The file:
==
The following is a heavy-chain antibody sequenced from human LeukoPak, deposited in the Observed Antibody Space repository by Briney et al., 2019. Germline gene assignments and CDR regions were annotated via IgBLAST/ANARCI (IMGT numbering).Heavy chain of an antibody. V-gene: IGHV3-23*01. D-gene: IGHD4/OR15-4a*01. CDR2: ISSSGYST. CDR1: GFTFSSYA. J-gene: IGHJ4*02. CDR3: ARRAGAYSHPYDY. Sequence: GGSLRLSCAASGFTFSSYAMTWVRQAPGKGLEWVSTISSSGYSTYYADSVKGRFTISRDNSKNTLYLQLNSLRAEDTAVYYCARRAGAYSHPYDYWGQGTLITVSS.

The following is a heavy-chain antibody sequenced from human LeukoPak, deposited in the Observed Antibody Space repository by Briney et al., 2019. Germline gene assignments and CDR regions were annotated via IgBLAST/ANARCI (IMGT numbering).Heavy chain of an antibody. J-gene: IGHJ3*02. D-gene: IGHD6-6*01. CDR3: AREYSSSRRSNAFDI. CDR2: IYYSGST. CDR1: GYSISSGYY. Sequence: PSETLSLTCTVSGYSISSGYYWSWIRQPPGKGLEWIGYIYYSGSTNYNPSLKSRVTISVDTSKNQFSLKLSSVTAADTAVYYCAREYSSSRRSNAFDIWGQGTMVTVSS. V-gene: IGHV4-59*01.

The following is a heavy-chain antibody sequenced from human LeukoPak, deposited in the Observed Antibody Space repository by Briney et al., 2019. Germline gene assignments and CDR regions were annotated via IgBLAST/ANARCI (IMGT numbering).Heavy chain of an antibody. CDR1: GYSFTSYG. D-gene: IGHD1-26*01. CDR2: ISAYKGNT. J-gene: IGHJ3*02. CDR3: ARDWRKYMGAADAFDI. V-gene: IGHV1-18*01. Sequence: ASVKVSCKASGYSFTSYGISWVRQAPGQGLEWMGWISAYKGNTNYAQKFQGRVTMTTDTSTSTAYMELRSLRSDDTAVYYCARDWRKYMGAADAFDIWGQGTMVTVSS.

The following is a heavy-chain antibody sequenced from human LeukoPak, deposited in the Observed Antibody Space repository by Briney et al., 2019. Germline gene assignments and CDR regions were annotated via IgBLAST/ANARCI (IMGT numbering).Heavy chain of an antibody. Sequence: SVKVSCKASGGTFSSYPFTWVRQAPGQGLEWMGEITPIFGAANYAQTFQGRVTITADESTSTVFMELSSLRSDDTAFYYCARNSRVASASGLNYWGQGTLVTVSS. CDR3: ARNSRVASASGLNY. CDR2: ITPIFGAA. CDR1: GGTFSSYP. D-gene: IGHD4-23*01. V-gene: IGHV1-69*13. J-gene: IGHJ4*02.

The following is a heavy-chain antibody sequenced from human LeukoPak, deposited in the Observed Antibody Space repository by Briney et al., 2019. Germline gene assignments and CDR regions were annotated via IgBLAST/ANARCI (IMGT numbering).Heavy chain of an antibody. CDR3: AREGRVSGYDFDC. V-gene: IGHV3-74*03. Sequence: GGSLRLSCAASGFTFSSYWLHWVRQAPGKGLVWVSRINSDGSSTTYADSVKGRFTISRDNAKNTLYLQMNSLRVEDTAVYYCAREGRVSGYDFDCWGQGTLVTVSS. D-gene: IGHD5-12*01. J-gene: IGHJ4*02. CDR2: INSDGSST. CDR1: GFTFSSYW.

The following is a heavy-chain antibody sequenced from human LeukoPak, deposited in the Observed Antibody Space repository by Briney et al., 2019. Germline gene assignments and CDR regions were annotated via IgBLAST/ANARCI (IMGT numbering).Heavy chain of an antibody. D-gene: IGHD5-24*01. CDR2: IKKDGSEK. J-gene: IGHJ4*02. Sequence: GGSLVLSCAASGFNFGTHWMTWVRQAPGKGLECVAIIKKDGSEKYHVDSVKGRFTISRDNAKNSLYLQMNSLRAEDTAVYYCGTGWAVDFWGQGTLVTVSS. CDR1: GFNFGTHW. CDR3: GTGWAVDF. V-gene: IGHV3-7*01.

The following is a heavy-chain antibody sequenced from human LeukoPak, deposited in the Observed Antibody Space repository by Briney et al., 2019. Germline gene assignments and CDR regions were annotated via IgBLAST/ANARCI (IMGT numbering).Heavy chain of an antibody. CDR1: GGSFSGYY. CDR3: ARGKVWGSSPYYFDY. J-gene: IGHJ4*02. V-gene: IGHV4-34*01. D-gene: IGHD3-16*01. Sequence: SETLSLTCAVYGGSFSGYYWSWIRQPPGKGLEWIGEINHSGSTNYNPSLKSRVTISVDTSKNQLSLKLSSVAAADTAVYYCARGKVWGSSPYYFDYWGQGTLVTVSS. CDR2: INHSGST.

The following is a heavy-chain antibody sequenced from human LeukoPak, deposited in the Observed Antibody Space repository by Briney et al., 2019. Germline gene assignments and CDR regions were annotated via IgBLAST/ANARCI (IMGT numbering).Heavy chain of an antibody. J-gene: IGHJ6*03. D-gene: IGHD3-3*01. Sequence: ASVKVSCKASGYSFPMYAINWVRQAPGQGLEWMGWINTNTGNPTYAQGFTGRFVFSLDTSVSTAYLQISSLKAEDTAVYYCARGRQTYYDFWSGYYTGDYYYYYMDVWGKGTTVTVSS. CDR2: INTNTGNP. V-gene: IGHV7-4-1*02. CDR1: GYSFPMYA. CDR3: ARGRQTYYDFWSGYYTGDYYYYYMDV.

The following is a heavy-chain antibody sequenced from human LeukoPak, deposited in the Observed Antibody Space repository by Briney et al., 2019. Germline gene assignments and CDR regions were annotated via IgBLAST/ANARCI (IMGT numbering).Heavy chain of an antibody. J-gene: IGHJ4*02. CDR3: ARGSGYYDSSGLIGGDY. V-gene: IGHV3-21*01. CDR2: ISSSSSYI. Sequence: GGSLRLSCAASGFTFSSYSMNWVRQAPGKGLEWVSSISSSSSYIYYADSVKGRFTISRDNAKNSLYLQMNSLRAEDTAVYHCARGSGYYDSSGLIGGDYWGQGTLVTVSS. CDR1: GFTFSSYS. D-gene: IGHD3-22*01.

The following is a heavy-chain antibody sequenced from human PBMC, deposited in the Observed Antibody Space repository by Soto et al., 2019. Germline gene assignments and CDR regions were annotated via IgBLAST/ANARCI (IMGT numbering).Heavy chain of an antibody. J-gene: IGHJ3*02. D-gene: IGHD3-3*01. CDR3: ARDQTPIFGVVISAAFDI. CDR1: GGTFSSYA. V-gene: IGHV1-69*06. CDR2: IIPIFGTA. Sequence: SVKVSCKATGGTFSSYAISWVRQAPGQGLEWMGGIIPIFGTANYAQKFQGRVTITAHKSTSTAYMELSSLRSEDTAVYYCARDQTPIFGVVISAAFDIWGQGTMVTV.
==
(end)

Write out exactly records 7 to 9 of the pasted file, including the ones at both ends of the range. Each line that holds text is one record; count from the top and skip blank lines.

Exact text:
The following is a heavy-chain antibody sequenced from human LeukoPak, deposited in the Observed Antibody Space repository by Briney et al., 2019. Germline gene assignments and CDR regions were annotated via IgBLAST/ANARCI (IMGT numbering).Heavy chain of an antibody. CDR1: GGSFSGYY. CDR3: ARGKVWGSSPYYFDY. J-gene: IGHJ4*02. V-gene: IGHV4-34*01. D-gene: IGHD3-16*01. Sequence: SETLSLTCAVYGGSFSGYYWSWIRQPPGKGLEWIGEINHSGSTNYNPSLKSRVTISVDTSKNQLSLKLSSVAAADTAVYYCARGKVWGSSPYYFDYWGQGTLVTVSS. CDR2: INHSGST.

The following is a heavy-chain antibody sequenced from human LeukoPak, deposited in the Observed Antibody Space repository by Briney et al., 2019. Germline gene assignments and CDR regions were annotated via IgBLAST/ANARCI (IMGT numbering).Heavy chain of an antibody. J-gene: IGHJ6*03. D-gene: IGHD3-3*01. Sequence: ASVKVSCKASGYSFPMYAINWVRQAPGQGLEWMGWINTNTGNPTYAQGFTGRFVFSLDTSVSTAYLQISSLKAEDTAVYYCARGRQTYYDFWSGYYTGDYYYYYMDVWGKGTTVTVSS. CDR2: INTNTGNP. V-gene: IGHV7-4-1*02. CDR1: GYSFPMYA. CDR3: ARGRQTYYDFWSGYYTGDYYYYYMDV.

The following is a heavy-chain antibody sequenced from human LeukoPak, deposited in the Observed Antibody Space repository by Briney et al., 2019. Germline gene assignments and CDR regions were annotated via IgBLAST/ANARCI (IMGT numbering).Heavy chain of an antibody. J-gene: IGHJ4*02. CDR3: ARGSGYYDSSGLIGGDY. V-gene: IGHV3-21*01. CDR2: ISSSSSYI. Sequence: GGSLRLSCAASGFTFSSYSMNWVRQAPGKGLEWVSSISSSSSYIYYADSVKGRFTISRDNAKNSLYLQMNSLRAEDTAVYHCARGSGYYDSSGLIGGDYWGQGTLVTVSS. CDR1: GFTFSSYS. D-gene: IGHD3-22*01.